Forgiveness in your recovery

To forgive and to let go can be one of the most freeing forms of self-care and a real demonstration of self-compassion and self-love.

Yet we know how hard it can be to forgive. Especially when it feels that past experiences, people or even ourselves have let us down. Here are some thoughts to help guide you to a place of forgiveness in your eating disorder recovery…

What is forgiveness?

F o r g i v e n e s s. A word and an act that can feel like a weight being lifted off our shoulders, freeing ourselves from a heaviness, and settling into a peaceful acceptance.

There may come a point in time in our recoveries when we ask ourself, “Am I hurting more by not forgiving?” Sometimes the hurdle that’s in front of us can be overcome by the act of letting something go.

Coming to a place of forgiveness in recovery requires patience and time for reflection. It is not an overnight feat. Like other forms of self-work such as mindfulness in recovery, forgiveness is something that needs to be practiced and trusted, and in the process, nurtured.

We share our reminders for you below.

It’s okay to feel regret. But remember to forgive.

Feelings of guilt are familiar to the journey of eating disorder recovery – for both the individual themselves and for those caring for someone.

Often, people feel some element of responsibility for the place that they’re in, regardless of whether there’s an understanding of what may have led them down this path.

Whilst it is true that recovery is a ‘choice’, it is important to acknowledge the pressure that we put on ourselves to “get better”, and ask whether the weight of this pressure is helping or hindering our progress.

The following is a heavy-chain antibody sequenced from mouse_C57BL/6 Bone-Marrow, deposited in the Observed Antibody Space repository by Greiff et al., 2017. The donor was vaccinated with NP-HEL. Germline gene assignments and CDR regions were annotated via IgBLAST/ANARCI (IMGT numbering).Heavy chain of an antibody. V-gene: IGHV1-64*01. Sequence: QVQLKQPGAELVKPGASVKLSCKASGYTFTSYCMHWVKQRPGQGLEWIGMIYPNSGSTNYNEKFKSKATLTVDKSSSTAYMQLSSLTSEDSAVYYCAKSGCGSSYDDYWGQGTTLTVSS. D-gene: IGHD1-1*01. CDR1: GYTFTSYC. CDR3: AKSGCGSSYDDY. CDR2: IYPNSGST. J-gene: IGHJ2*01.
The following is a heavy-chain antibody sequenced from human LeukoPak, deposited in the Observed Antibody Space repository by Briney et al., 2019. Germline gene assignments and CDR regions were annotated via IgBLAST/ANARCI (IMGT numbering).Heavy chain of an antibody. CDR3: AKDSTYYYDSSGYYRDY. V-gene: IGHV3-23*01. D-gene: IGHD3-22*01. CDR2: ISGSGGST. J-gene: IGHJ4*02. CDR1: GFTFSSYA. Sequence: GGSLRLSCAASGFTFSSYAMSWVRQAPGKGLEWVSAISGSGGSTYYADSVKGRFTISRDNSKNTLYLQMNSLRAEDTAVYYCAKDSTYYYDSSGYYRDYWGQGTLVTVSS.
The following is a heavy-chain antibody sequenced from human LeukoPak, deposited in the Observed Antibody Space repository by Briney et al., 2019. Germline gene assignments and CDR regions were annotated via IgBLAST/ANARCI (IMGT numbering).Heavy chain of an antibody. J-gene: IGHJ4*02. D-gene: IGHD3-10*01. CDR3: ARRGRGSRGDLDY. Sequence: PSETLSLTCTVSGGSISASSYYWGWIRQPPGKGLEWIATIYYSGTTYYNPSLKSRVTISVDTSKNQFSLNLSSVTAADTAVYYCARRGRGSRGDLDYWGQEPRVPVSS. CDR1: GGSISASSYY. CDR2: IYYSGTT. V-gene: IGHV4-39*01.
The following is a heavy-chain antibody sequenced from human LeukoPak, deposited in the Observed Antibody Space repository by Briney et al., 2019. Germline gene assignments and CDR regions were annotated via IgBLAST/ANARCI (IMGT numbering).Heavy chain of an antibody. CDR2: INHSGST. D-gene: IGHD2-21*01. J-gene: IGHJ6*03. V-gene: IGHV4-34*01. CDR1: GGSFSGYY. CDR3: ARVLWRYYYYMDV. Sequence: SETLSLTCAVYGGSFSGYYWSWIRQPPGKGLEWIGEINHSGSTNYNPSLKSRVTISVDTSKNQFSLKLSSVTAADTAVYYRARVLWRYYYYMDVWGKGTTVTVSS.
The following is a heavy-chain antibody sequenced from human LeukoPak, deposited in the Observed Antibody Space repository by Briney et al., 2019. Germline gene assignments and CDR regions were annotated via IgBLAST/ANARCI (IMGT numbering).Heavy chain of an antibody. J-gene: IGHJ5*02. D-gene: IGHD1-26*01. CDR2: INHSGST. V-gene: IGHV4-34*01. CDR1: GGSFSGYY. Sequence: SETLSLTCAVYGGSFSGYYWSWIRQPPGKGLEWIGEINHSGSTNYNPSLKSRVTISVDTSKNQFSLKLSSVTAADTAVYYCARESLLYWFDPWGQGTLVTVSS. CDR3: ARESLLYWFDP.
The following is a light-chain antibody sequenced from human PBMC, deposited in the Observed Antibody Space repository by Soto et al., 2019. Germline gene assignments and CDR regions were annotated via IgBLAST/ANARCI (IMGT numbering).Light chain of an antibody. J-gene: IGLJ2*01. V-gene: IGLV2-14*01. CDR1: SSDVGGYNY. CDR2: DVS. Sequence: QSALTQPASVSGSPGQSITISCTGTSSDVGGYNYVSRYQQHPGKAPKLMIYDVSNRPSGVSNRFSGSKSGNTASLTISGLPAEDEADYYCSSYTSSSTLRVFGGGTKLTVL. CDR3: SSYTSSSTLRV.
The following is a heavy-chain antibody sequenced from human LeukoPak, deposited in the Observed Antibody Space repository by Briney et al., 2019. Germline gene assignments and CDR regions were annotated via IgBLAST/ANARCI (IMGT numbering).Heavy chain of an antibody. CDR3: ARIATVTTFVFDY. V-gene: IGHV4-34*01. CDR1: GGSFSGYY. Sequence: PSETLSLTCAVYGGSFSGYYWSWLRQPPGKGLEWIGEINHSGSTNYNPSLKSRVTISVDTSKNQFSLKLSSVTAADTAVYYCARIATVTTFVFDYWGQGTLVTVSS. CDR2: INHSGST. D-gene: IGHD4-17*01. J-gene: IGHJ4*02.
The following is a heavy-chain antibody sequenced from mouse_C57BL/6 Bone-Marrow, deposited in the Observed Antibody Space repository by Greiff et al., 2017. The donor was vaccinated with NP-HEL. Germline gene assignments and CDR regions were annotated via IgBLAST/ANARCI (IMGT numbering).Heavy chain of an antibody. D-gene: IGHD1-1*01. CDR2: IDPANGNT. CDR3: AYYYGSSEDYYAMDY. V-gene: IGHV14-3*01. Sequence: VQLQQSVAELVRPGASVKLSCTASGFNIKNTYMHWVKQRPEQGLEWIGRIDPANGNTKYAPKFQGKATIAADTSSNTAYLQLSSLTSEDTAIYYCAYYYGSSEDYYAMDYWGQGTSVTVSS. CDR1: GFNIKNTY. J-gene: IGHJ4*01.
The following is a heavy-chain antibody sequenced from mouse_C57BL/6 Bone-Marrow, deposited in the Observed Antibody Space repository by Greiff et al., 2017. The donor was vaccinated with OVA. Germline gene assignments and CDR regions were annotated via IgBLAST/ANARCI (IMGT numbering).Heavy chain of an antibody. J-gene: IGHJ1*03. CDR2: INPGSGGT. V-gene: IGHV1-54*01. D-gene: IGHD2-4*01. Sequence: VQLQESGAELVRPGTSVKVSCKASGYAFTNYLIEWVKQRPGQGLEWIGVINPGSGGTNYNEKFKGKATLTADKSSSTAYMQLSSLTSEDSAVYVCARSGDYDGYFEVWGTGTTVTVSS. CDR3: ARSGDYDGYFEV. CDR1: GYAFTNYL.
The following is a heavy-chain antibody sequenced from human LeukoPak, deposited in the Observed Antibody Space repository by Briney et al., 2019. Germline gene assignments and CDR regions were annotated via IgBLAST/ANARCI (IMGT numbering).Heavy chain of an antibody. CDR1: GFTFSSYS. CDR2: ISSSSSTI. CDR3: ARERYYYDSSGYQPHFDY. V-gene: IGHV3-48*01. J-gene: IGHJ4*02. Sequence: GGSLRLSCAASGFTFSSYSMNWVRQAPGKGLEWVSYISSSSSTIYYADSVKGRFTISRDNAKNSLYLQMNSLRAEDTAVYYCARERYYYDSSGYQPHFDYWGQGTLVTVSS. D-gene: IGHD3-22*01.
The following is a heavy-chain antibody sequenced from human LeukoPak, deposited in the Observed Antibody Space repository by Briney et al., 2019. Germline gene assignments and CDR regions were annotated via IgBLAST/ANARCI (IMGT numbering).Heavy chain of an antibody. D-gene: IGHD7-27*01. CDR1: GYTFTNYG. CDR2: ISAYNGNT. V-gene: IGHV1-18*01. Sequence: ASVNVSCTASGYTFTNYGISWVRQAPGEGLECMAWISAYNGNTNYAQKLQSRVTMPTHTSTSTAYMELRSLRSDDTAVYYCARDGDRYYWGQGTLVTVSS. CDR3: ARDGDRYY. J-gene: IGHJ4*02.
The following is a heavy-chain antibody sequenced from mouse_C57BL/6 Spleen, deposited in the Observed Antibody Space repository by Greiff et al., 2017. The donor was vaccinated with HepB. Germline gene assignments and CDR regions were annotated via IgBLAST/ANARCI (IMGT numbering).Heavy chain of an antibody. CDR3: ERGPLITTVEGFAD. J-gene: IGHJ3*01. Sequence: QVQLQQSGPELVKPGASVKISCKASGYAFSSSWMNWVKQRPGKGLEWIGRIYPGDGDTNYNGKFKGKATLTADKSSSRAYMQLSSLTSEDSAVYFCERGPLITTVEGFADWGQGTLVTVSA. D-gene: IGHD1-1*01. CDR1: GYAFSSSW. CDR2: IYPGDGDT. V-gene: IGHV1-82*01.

Accept the process of change.

When we’re in this space of thinking “What if?”, it’s important to honour the process of change.

Whilst we may feel pressure and urgency to be fully “recovered”, we must accept that the journey will unfold in it’s own time, but in the meantime, we can reinforce our progress by honouring the incremental changes we see along the way.

Change also provides us with space to experiment. We often refer to recovery as a process of rediscovery and creativity; rediscovering the you underneath the eating disorder, and creating a life and identity for yourself that’s independent from the illness.

Stumbling is normal.

Recovery isn’t a linear process; there will be ups and downs as normal life challenges arise and we take steps to overcome and build resilience against them for the future. Consider it a “lapse” rather than a “relapse”.

Therapy is a safe space that we use to reflect on our past experiences and actions. Whilst this is a significant part of healing, it’s important to maintain a compassionate and forgiving mindset to these memories.

Everyone is on their own, unique journey and has done their best to cope with overwhelming feelings and situations.

Take a moment to forgive yourself for the ups and downs of your process and know that each step (backwards or forwards) is an opportunity for growth.

“The weak can never forgive. Forgiveness is the attribute of the strong.”

Mahatma Gandhi

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